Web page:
Richard Jenkins, head of loss prevention and RFID at Marks & Spencer, believes the primary benefit of RFID for the retailer is the technology's capability to provide a better focus on sales.

“We think our full prices versus reduced sales mix has been materially enhanced because RFID has given us a level of accuracy that would not have been been possible otherwise,” said Jenkins. “Love it or loathe it, RFID is a transformative technology," he added.

An ineffective stocking system can have a huge effect on retailers at a critical time, according to River Island loss prevention manager Martin Speed.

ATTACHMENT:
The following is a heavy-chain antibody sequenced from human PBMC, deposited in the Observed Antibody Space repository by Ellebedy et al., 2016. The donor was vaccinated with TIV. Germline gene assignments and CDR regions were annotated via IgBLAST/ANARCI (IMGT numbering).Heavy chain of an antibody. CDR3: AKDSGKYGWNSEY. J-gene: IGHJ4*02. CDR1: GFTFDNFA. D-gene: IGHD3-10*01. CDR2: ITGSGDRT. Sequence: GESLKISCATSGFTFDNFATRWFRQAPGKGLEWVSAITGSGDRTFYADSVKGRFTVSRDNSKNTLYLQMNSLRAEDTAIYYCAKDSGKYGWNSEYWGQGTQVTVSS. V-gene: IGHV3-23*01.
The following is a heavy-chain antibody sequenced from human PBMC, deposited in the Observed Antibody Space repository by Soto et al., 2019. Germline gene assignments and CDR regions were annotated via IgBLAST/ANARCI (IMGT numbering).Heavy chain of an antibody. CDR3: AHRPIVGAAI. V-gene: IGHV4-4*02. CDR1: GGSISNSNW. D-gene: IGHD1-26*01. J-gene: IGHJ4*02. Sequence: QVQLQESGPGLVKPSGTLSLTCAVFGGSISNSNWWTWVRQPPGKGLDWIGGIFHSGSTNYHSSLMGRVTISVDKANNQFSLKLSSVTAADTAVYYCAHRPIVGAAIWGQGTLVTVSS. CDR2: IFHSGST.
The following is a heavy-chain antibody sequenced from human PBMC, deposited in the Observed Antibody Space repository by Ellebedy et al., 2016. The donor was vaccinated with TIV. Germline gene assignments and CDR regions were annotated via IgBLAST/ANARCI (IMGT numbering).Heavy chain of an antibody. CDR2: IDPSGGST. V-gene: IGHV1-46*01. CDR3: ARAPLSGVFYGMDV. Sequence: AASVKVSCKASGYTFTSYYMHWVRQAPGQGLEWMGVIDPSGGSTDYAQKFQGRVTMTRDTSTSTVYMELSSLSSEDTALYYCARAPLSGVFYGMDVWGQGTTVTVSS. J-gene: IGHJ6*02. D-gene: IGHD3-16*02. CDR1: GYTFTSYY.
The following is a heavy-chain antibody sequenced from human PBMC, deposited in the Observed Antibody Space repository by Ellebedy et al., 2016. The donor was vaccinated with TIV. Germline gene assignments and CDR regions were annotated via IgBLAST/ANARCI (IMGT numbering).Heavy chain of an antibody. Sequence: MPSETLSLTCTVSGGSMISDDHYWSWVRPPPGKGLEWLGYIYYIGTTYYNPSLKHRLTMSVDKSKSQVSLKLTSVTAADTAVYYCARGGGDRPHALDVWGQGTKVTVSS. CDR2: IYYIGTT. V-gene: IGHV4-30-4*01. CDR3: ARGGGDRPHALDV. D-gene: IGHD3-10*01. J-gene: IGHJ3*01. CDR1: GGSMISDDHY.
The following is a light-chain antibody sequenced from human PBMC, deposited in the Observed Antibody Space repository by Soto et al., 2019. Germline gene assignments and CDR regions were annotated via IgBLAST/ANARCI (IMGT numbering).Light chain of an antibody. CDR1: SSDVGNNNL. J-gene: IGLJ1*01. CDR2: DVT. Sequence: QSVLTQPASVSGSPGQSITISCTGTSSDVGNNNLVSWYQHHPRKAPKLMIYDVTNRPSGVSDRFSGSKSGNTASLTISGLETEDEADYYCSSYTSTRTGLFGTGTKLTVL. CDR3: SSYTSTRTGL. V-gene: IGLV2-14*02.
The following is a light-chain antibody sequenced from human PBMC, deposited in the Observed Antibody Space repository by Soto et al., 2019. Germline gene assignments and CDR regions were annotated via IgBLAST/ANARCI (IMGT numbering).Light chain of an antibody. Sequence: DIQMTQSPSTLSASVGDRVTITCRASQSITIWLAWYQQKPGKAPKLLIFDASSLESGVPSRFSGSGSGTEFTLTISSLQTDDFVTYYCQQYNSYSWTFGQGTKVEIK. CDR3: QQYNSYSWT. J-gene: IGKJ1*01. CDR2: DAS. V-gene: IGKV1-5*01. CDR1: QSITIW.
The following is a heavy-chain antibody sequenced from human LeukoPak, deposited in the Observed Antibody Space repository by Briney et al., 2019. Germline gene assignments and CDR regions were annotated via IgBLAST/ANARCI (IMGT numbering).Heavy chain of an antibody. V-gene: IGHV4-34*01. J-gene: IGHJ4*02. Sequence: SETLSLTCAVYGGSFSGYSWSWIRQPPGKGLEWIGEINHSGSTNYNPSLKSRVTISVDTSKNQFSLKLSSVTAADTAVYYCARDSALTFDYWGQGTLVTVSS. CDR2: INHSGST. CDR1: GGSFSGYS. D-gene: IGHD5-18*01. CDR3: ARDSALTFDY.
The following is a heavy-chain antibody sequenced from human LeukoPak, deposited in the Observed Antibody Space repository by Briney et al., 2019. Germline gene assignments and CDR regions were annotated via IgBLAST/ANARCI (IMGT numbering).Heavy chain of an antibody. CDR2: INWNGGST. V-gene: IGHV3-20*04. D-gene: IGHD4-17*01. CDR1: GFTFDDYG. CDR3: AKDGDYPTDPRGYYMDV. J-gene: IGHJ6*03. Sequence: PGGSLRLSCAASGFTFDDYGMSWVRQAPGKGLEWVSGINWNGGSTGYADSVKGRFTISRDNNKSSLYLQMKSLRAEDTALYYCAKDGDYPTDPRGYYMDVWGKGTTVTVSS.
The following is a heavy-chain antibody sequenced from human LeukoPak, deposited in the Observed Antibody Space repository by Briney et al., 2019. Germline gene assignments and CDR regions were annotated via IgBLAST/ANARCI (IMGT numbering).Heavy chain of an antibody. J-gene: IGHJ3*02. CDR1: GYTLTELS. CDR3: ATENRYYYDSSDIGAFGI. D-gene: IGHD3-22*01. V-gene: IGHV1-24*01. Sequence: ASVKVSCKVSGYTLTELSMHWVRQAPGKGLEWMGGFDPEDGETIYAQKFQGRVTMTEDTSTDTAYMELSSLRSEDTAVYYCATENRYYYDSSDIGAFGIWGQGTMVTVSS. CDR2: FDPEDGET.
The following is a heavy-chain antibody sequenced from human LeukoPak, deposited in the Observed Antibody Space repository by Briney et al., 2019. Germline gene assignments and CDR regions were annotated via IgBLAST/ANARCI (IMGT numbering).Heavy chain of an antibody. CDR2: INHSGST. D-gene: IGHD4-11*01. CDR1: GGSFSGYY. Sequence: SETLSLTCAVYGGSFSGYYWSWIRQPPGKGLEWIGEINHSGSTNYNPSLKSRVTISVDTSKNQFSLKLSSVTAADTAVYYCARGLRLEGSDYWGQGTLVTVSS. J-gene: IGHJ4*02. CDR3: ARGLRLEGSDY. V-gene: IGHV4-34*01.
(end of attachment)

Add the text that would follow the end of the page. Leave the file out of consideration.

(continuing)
He said that before River Island introduced RFID some 11% of its key lines were out of stock during the last peak season.

Speed added that by the end of the year the jewellery department was sometimes down to 34% accuracy and was entering peak season guessing how much new stock it had to buy.  

Along with allowing better buying, RFID is helping to boost in-store sales.

“We are now more able to say it is not on the shop floor, and then we are less likely to waste the customer’s time and can order it online then and there,” said John Lewis stock management operations manager Rob Mitchell.

While John Lewis and River Island are only a year into deploying the technology, Marks & Spencer has used it for a number of years.